Another step was raising awareness through somewhat unexpected channels.
“A lot of customers didn’t know you could do this. Although pension consolidation isn’t new, they were surprised it was actually quite easy. Especially these days, workplace pensions are quite similar between providers.”
He points out that nobody was actively searching for pension consolidation.
“What did work was showing them what we offered when they were on their commute.
“Facebook and Instagram – those were our biggest acquisition channels, the last place you’d expect as a financial services brand.”
Jasper thinks the successful brands in the sector are those which are focusing on solving a problem for a specific group of customers.
“For example, focusing on the younger audience, helping them get on the housing ladder or open a lifetime ISA, getting people interested in saving earlier.”
He thinks that some of the big incumbents “don’t know who they do it for – it’s very difficult to understand what type of customer they are trying to serve.
“There is generally not a lot of product innovation and they’re seen as old-fashioned and dusty,” says Jasper, calling these firms “steam-powered pension providers”.
He thinks they will increasingly struggle as customers take more control of their financial futures.
In addition, in investment more widely, he laments a lack of focus on the “mass market” who neither use platforms such as Fidelity nor financial advisors, who are “not poor but not super-wealthy enough to work with financial advisors and who might not be that interested in investing.”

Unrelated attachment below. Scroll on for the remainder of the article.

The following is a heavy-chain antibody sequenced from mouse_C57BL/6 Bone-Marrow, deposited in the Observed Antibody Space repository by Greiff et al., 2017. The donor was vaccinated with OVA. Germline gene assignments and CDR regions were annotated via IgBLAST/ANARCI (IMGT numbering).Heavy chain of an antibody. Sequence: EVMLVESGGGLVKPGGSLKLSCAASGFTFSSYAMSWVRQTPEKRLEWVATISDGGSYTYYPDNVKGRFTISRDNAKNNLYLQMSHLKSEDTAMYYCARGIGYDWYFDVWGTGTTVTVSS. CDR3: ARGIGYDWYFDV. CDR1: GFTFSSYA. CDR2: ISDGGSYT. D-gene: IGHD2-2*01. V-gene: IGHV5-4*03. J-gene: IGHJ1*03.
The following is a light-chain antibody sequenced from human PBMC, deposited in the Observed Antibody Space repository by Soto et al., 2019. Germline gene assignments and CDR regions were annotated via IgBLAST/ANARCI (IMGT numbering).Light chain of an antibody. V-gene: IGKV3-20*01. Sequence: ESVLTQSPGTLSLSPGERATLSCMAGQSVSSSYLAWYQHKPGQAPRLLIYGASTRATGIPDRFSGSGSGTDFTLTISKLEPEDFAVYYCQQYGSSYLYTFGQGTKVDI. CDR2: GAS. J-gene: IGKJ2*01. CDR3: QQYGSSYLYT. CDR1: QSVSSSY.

The other tactic the industry needs to abandon, he says, is “project fear”, criticising the idea of castigating people for not saving enough.
“It’s important that we make financial products simple and engaging,” he adds, questioning why some providers include 12 pages of disclaimers.
“That would scare the hell out of me!” Jasper says.
This is part of PensionBee’s unique positioning in the sector.
“How does PensionBee make you feel? It’s a weight lifted off your shoulders – in our messaging you will find what we do oozes positivity.
“We make people feel happy and confident they are finally on top of their pensions.”
Unifying marketing with experience
PensionBee’s ability to avoid these pitfalls and focus relentlessly on the customer comes in part from its organisational structure. Communicating a marketing message around warmth and ease of use will only succeed if backed up by user experience and customer service.
“I can’t sell a bad product [as a marketer],” says Jasper. “When I offer something, I need to keep up the promise I’ve made in my ads.”
He says working together is key. The company forms horizontal project teams bringing together people in the organisation from different disciplines; these focus on priority tasks.
For example, there is a growth team bringing together a product manager, acquisition manager, software engineers and user experience designers. There are also teams focused on existing experience and automation respectively.
“That is the way companies should be working – but it often doesn’t happen.”